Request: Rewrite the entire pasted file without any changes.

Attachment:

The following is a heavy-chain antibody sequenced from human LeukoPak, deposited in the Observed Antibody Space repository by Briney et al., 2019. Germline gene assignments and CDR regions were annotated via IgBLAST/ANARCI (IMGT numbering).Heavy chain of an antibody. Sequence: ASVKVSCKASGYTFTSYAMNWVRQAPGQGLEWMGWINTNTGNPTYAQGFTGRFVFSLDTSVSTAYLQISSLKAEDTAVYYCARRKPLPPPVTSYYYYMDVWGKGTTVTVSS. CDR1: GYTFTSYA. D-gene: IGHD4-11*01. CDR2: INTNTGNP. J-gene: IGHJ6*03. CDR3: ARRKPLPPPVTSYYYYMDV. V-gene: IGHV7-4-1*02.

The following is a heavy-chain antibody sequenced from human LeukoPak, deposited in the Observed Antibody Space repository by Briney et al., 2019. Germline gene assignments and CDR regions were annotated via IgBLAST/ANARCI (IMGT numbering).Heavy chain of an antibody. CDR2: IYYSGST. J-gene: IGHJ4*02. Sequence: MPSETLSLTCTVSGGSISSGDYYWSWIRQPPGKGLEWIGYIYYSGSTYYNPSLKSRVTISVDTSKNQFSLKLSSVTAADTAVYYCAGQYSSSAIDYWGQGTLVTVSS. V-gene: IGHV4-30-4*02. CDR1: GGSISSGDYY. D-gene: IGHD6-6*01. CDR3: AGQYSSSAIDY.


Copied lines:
The following is a heavy-chain antibody sequenced from human LeukoPak, deposited in the Observed Antibody Space repository by Briney et al., 2019. Germline gene assignments and CDR regions were annotated via IgBLAST/ANARCI (IMGT numbering).Heavy chain of an antibody. Sequence: ASVKVSCKASGYTFTSYAMNWVRQAPGQGLEWMGWINTNTGNPTYAQGFTGRFVFSLDTSVSTAYLQISSLKAEDTAVYYCARRKPLPPPVTSYYYYMDVWGKGTTVTVSS. CDR1: GYTFTSYA. D-gene: IGHD4-11*01. CDR2: INTNTGNP. J-gene: IGHJ6*03. CDR3: ARRKPLPPPVTSYYYYMDV. V-gene: IGHV7-4-1*02.

The following is a heavy-chain antibody sequenced from human LeukoPak, deposited in the Observed Antibody Space repository by Briney et al., 2019. Germline gene assignments and CDR regions were annotated via IgBLAST/ANARCI (IMGT numbering).Heavy chain of an antibody. CDR2: IYYSGST. J-gene: IGHJ4*02. Sequence: MPSETLSLTCTVSGGSISSGDYYWSWIRQPPGKGLEWIGYIYYSGSTYYNPSLKSRVTISVDTSKNQFSLKLSSVTAADTAVYYCAGQYSSSAIDYWGQGTLVTVSS. V-gene: IGHV4-30-4*02. CDR1: GGSISSGDYY. D-gene: IGHD6-6*01. CDR3: AGQYSSSAIDY.